On Friday we continued our topic on Ancient Greece. We compared the lives of boys and girls growing up in Athens and Sparta during this time. This led to a lively debate with the children about where they would have liked to have spent their childhood and whether they would have preferred to have been a boy or a girl.
In English, our comprehension text was the opening extract from The Diary Of The Killer Cat by Anne Fine. It describes the life of an ordinary cat doing ordinary cat things (catching birds, chasing mice and digging up the garden etc). However the cat's owners don't approve of Tuffy's antics.
Our Maths focus this week has been problem solving. The children have been applying their knowledge of Maths to solve increasingly more difficult word problems. They have stuck at it all week and have achieved some fantastic results.
During our STEAM session we continued to follow the artist John Dyers trip to the Amazon rainforest. This week focusing on the plants. The children produced a fact file about some of the plants and had a go at drawing and painting them.
Well done Class 3
A very proud Miss Linehan
Eva (Class 3) has started online art classes on a Saturday. As you can see she has a real talent for the subject. This Saturday the focus is all about Henry Rousseau. I wait to see what she produces on Monday.
This week class 5 have been writing Haiku poetry in their English lessons. They have based their Haiku's on The Planets music composed by Gustav Holst. Each day the children listened to a different planet before writing their poem based on what they heard and felt during the piece of music. Here are some examples can you guess the planet?
Class 6 have been working hard - some days feel like endless zoom lessons! It's amazing how tiring this can be. We have kept our chins firmly up this week knowing that this is the hard half-way point to half term; after Friday only 3 weeks to go!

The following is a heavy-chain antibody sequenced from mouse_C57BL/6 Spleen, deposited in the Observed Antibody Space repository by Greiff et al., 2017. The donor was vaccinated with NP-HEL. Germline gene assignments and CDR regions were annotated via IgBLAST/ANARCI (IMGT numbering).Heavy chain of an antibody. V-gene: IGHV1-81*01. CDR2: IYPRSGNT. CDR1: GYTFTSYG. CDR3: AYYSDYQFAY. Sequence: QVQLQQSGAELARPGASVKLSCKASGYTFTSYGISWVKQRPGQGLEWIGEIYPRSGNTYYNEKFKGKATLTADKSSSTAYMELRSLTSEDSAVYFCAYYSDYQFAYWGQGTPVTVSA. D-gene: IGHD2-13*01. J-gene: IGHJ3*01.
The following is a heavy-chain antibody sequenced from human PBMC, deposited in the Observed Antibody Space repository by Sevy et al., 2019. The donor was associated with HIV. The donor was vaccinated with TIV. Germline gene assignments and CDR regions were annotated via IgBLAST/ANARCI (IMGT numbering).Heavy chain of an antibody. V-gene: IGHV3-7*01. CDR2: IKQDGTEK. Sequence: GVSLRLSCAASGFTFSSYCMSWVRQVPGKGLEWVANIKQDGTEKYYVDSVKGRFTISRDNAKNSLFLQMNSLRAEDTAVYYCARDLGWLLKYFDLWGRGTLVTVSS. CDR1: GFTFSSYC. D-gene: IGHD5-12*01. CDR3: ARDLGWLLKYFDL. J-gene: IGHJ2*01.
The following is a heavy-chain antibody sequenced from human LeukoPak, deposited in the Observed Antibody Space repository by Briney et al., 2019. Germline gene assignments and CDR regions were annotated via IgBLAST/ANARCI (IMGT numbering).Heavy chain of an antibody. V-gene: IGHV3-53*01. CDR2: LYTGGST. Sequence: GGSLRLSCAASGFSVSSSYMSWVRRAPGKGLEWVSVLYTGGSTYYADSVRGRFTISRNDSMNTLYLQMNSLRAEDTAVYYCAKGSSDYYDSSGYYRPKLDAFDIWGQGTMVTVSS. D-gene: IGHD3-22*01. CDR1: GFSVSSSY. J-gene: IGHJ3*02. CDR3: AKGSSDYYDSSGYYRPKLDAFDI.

We have also begun learning some of the songs from the Summer Production: Shakespeare Rocks! This will go ahead, whatever happens - even if we have to record it online and edit the video together. Although we'd much rather perform it live!
I try to make sure we break up the lessons with different activities and a chance for them to chat to each other.
In this week's STEAM we made sock monsters. This was great fun! An opportunity to be creative and use our craft skills and whatever we had available.
On many occasions, you have heard that children adapt more easily than adults to the changes that may occur in their lives. Whether it is the birth of a brother, meeting new friends, a move ... and, in recent times, the new events that the pandemic forces us to carry out in our daily lives.
But is this concept real or just a feeling that has no scientific basis? Neuroscience can give us the key, since there is a specific period during childhood in which neurological plasticity is greater due to the fact that the brain is in training, which allows greater flexibility in the cognitive capacities of the human being.
After birth, and in the first years of life, neuronal immaturity is very marked and this requires, and in turn allows, neuronal remodeling through apoptosis and the myelination process.
At birth, more neurons are produced than will be used throughout our lives and, therefore, the body performs the biochemical process known as apoptosis or programmed cell death that allows a refinement of neuronal circuits. Through external and internal stimuli, the most competent circuits will be the ones that last.
The myelination process acts in the different brain areas in the first years of life, configuring a network of connections between brain areas and cognitive abilities. By promoting brain activity through its stimulation, we will make this network richer, thus favoring neural development.
However, these psychobiological skills that allow the child to adapt to the environment in which he is born and develop in the first years of life are totally associated with emotional factors, so there may be numerous differences between people depending on the child's emotional abilities.
We can conclude that, due to a biological tendency, children have more facility in the adaptation processes than adults and that these adaptive abilities can be improved by training our brain and our heart in the adaptive strategies of cognitive and emotional processes, making the most of the neuronal flexibility during the early childhood.
Therefore, for those parents who have a hard time the first days of school or who do not know how children will react to the arrival of a little sibling at home or to a process of change, we want to convey a message of tranquility, since your children are more prepared than us adults to adapt to any new situation.